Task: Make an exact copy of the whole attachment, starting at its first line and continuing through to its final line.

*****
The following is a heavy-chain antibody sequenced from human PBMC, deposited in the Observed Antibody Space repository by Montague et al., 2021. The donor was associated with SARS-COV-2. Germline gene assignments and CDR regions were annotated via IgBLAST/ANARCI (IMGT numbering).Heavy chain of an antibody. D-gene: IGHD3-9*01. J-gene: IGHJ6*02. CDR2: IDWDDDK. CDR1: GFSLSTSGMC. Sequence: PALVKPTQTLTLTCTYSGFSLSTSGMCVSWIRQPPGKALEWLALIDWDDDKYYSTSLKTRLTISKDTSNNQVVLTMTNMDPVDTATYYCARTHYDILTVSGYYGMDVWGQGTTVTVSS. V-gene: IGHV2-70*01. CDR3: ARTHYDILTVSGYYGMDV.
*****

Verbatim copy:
The following is a heavy-chain antibody sequenced from human PBMC, deposited in the Observed Antibody Space repository by Montague et al., 2021. The donor was associated with SARS-COV-2. Germline gene assignments and CDR regions were annotated via IgBLAST/ANARCI (IMGT numbering).Heavy chain of an antibody. D-gene: IGHD3-9*01. J-gene: IGHJ6*02. CDR2: IDWDDDK. CDR1: GFSLSTSGMC. Sequence: PALVKPTQTLTLTCTYSGFSLSTSGMCVSWIRQPPGKALEWLALIDWDDDKYYSTSLKTRLTISKDTSNNQVVLTMTNMDPVDTATYYCARTHYDILTVSGYYGMDVWGQGTTVTVSS. V-gene: IGHV2-70*01. CDR3: ARTHYDILTVSGYYGMDV.